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Domain 4:

Synthesis and Processing of Macromolecules

The Mosaic Type IV Secretion Systems

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  • Author: Peter J. Christie1
  • Editors: Susan T. Lovett2, Harris D. Bernstein3
  • VIEW AFFILIATIONS HIDE AFFILIATIONS
    Affiliations: 1: Department of Microbiology and Molecular Genetics, The University of Texas Medical School at Houston, Houston, TX 77030; 2: Brandeis University, Waltham, MA; 3: National Institutes of Health, Bethesda, MD
  • Received 01 December 2015 Accepted 05 May 2016 Published 04 August 2016
  • Address correspondence to Peter J. Christie, Peter.J.Christie@uth.tmc.edu
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  • Abstract:

    and other Gram-negative and -positive bacteria employ type IV secretion systems (T4SSs) to translocate DNA and protein substrates, generally by contact-dependent mechanisms, to other cells. The T4SSs functionally encompass two major subfamilies, the conjugation systems and the effector translocators. The conjugation systems are responsible for interbacterial transfer of antibiotic resistance genes, virulence determinants, and genes encoding other traits of potential benefit to the bacterial host. The effector translocators are used by many Gram-negative pathogens for delivery of potentially hundreds of virulence proteins termed effectors to eukaryotic cells during infection. In and other species of , T4SSs identified to date function exclusively in conjugative DNA transfer. In these species, the plasmid-encoded systems can be classified as the P, F, and I types. The P-type systems are the simplest in terms of subunit composition and architecture, and members of this subfamily share features in common with the paradigmatic VirB/VirD4 T4SS. This review will summarize our current knowledge of the systems and the P-type system, with emphasis on the structural diversity of the T4SSs. Ancestral P-, F-, and I-type systems were adapted throughout evolution to yield the extant effector translocators, and information about well-characterized effector translocators also is included to further illustrate the adaptive and mosaic nature of these highly versatile machines.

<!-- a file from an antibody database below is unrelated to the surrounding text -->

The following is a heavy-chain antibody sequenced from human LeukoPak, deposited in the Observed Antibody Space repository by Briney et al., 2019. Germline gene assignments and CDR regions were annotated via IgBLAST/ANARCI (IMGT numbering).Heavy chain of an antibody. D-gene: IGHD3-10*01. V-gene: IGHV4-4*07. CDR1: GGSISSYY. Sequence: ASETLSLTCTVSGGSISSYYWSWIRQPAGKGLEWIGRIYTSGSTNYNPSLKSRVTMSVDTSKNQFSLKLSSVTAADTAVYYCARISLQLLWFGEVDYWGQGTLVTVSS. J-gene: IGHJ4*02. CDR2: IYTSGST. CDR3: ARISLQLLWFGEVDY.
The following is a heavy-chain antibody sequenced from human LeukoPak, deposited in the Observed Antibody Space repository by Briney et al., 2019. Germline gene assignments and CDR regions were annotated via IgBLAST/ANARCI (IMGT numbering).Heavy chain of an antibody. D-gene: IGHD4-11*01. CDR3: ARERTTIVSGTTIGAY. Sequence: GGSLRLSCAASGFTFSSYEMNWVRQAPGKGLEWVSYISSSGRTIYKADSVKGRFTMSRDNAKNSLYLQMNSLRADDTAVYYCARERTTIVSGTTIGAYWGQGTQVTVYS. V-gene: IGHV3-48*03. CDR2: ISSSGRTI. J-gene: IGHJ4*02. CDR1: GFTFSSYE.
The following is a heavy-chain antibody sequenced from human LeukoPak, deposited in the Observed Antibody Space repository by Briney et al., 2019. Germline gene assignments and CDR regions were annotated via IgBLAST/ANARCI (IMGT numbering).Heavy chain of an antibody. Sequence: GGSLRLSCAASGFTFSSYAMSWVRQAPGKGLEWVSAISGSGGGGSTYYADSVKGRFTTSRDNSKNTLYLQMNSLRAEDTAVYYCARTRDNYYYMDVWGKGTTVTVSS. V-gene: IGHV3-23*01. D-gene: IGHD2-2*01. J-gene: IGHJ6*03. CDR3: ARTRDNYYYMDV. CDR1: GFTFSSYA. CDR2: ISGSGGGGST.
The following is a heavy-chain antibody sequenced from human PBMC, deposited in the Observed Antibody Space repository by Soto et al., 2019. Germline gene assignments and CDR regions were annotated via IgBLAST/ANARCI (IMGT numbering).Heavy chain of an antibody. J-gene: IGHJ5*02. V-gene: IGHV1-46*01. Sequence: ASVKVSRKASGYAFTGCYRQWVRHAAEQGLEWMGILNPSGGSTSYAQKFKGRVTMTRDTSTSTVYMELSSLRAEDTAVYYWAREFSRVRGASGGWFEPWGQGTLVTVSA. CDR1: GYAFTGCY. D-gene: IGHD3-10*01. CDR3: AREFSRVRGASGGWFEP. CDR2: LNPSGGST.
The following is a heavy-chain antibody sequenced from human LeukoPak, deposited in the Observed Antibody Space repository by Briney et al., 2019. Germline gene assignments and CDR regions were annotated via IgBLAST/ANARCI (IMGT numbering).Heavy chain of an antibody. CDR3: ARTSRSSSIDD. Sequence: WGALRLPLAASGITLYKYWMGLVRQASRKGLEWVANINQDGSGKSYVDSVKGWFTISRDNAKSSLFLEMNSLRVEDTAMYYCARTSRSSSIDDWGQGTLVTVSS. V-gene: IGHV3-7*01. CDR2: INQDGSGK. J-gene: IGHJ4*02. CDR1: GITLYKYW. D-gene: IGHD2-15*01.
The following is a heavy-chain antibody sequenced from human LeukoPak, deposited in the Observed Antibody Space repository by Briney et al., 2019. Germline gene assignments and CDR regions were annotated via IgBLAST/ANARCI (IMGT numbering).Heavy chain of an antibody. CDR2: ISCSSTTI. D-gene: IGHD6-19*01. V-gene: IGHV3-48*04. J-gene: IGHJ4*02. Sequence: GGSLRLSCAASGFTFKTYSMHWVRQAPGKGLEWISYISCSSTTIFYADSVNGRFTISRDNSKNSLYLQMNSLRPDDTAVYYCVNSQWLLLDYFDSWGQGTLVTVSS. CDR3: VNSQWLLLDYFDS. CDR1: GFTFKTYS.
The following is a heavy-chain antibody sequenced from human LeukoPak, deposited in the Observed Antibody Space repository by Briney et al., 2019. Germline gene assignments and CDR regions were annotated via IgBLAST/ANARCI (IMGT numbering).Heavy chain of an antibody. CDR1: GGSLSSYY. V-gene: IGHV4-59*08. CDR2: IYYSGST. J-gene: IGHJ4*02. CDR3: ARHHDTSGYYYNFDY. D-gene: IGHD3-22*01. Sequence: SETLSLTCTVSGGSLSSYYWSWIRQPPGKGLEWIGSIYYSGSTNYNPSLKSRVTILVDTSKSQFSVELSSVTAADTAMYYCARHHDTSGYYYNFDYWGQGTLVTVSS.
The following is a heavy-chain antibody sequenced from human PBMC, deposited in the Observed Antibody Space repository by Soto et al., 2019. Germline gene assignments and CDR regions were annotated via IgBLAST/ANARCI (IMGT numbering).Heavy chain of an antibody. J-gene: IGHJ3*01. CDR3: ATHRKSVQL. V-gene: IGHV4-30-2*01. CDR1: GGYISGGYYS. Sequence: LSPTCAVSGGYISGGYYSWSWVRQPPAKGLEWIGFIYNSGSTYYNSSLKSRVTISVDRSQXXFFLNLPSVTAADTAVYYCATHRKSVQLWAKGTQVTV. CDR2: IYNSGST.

• Citation: Christie P. 2016. The Mosaic Type IV Secretion Systems, EcoSal Plus 2016; doi:10.1128/ecosalplus.ESP-0020-2015

Key Concept Ranking

Bacterial Proteins
0.62644565
Mobile Genetic Elements
0.5922244
Bacterial Mobile Genetic Elements
0.45909563
Type VI Secretion System
0.44990832
Type II Secretion System
0.44269305
0.62644565

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/content/journal/ecosalplus/10.1128/ecosalplus.ESP-0020-2015
2016-08-04
2017-03-29

Abstract:

and other Gram-negative and -positive bacteria employ type IV secretion systems (T4SSs) to translocate DNA and protein substrates, generally by contact-dependent mechanisms, to other cells. The T4SSs functionally encompass two major subfamilies, the conjugation systems and the effector translocators. The conjugation systems are responsible for interbacterial transfer of antibiotic resistance genes, virulence determinants, and genes encoding other traits of potential benefit to the bacterial host. The effector translocators are used by many Gram-negative pathogens for delivery of potentially hundreds of virulence proteins termed effectors to eukaryotic cells during infection. In and other species of , T4SSs identified to date function exclusively in conjugative DNA transfer. In these species, the plasmid-encoded systems can be classified as the P, F, and I types. The P-type systems are the simplest in terms of subunit composition and architecture, and members of this subfamily share features in common with the paradigmatic VirB/VirD4 T4SS. This review will summarize our current knowledge of the systems and the P-type system, with emphasis on the structural diversity of the T4SSs. Ancestral P-, F-, and I-type systems were adapted throughout evolution to yield the extant effector translocators, and information about well-characterized effector translocators also is included to further illustrate the adaptive and mosaic nature of these highly versatile machines.

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Figures

Image of Figure 1
Figure 1